SahulArch: A geochronological database for the archaeology of Sahul

Saktura, Wanchese M., Rehn, Emma, Linnenlucke, Lauren, Munack, Henry, Wood, Rachel, Petchey, Fiona, Codilean, Alexandru T., Jacobs, Zenobia, Cohen, Tim J., Williams, Alan N., and Ulm, Sean (2023) SahulArch: A geochronological database for the archaeology of Sahul. Australian Archaeology, 89 (1). pp. 1-13.

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Reliable chronological frameworks for archaeological sites are essential for accurate interpretations of the past. Geochronology represents the core of interdisciplinary research because it allows integration of diverse data on a common timeline. Since the radiocarbon revolution in Australian archaeology in the 1950s, thousands of ages have been produced across Sahul (combined landmass of Australia and New Guinea). Methods such as thermoluminescence (TL) and optically stimulated luminescence (OSL) have also been used on Australian archaeological deposits and enabled the study of the deep past beyond the limits of radiocarbon dating. After seven decades, these geochronological methods no longer provide just a ‘date’, but instead, the geochronological community is focussed on providing the most reliable, precise, and reproducible ages. These aspects of age estimation are central to the framework of the SahulArch geochronological database. SahulArch is a new publicly available continental-scale dataset in which context and quality assurance criteria of each dated sample are considered as important as the age itself. SahulArch contains a total of 10,717 ages (9,504 radiocarbon, 973 OSL, and 240 TL) from 2,318 sites across the Sahul landmass. We describe the structure of SahulArch, types of auxiliary data collected, and provide a summary of the data in SahulArch.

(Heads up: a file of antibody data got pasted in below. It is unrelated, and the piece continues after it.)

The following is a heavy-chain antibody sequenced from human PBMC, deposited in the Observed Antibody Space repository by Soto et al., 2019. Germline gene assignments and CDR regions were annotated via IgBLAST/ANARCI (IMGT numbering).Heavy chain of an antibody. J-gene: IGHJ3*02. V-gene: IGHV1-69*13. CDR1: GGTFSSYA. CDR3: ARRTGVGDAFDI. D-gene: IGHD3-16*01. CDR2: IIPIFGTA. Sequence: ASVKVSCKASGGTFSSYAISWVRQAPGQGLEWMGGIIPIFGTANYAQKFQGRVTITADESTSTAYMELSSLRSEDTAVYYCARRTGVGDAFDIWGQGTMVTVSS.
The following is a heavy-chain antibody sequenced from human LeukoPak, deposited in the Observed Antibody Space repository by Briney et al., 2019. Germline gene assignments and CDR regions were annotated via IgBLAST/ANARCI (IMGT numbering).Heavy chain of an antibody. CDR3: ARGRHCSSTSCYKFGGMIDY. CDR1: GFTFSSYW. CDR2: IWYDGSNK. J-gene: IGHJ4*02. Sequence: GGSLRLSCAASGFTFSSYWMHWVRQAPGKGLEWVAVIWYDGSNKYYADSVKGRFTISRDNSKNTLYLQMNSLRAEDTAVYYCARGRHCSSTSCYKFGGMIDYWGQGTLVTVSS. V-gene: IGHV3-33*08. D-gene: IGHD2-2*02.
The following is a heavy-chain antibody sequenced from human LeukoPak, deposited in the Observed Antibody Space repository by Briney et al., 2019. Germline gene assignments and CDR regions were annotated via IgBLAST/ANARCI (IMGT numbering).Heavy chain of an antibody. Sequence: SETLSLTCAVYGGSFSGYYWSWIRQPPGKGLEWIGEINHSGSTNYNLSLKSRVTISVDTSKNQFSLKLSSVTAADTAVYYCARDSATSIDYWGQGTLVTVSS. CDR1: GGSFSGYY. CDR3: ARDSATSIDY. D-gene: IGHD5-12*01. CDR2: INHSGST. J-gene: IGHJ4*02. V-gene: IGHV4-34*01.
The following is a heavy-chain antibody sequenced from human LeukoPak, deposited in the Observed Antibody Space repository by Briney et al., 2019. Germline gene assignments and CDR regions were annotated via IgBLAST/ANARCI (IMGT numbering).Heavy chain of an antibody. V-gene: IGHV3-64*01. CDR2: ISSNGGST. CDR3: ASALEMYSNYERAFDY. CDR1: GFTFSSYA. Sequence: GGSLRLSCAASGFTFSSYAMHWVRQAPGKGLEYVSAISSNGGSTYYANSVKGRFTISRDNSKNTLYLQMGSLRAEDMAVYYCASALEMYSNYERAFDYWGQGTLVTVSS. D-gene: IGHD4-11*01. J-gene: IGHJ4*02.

Item ID: 78837
Item Type: Article (Research - C1)
ISSN: 2470-0363
Keywords: Sahul; online database; radiocarbon dating; optically stimulated luminescence dating; thermoluminescence dating; geochronology; Australian archaeology
Copyright Information: © 2023 The Author(s). Published by Informa UK Limited, trading as Taylor & Francis Group. This is an Open Access article distributed under the terms of the Creative Commons Attribution-NonCommercial-NoDerivatives License (, which permits non-commercial re-use, distribution, and reproduction in any medium, provided the original work is properly cited, and is not altered, transformed,or built upon in any way.
Funders: Australian Research Council (ARC)
Projects and Grants: ARC CE170100015
Date Deposited: 02 Jun 2023 04:53
FoR Codes: 43 HISTORY, HERITAGE AND ARCHAEOLOGY > 4301 Archaeology > 430101 Archaeological science @ 50%
45 INDIGENOUS STUDIES > 4501 Aboriginal and Torres Strait Islander culture, language and history > 450101 Aboriginal and Torres Strait Islander archaeology @ 25%
45 INDIGENOUS STUDIES > 4513 Pacific Peoples culture, language and history > 451301 Archaeology of New Guinea and Pacific Islands (excl. New Zealand) @ 25%
SEO Codes: 13 CULTURE AND SOCIETY > 1307 Understanding past societies > 130703 Understanding Australia’s past @ 100%
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